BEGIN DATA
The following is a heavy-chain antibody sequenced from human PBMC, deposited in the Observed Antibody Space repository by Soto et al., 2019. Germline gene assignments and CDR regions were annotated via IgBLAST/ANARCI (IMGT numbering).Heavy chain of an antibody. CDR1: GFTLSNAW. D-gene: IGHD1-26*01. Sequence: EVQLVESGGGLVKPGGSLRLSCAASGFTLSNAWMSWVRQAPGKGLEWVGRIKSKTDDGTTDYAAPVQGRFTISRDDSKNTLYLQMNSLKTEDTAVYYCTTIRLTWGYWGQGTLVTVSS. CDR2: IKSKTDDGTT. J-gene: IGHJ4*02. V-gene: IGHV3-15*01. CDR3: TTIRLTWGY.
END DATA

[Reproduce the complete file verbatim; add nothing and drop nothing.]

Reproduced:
The following is a heavy-chain antibody sequenced from human PBMC, deposited in the Observed Antibody Space repository by Soto et al., 2019. Germline gene assignments and CDR regions were annotated via IgBLAST/ANARCI (IMGT numbering).Heavy chain of an antibody. CDR1: GFTLSNAW. D-gene: IGHD1-26*01. Sequence: EVQLVESGGGLVKPGGSLRLSCAASGFTLSNAWMSWVRQAPGKGLEWVGRIKSKTDDGTTDYAAPVQGRFTISRDDSKNTLYLQMNSLKTEDTAVYYCTTIRLTWGYWGQGTLVTVSS. CDR2: IKSKTDDGTT. J-gene: IGHJ4*02. V-gene: IGHV3-15*01. CDR3: TTIRLTWGY.